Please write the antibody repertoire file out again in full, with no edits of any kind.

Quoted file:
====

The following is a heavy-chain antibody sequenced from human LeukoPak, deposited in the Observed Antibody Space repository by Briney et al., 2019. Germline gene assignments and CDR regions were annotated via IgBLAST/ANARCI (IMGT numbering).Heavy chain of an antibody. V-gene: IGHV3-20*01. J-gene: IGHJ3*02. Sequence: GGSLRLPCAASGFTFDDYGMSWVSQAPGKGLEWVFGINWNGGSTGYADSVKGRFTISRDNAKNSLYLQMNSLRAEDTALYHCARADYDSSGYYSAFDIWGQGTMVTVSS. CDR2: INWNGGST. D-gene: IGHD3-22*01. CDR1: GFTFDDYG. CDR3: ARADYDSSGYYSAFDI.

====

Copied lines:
The following is a heavy-chain antibody sequenced from human LeukoPak, deposited in the Observed Antibody Space repository by Briney et al., 2019. Germline gene assignments and CDR regions were annotated via IgBLAST/ANARCI (IMGT numbering).Heavy chain of an antibody. V-gene: IGHV3-20*01. J-gene: IGHJ3*02. Sequence: GGSLRLPCAASGFTFDDYGMSWVSQAPGKGLEWVFGINWNGGSTGYADSVKGRFTISRDNAKNSLYLQMNSLRAEDTALYHCARADYDSSGYYSAFDIWGQGTMVTVSS. CDR2: INWNGGST. D-gene: IGHD3-22*01. CDR1: GFTFDDYG. CDR3: ARADYDSSGYYSAFDI.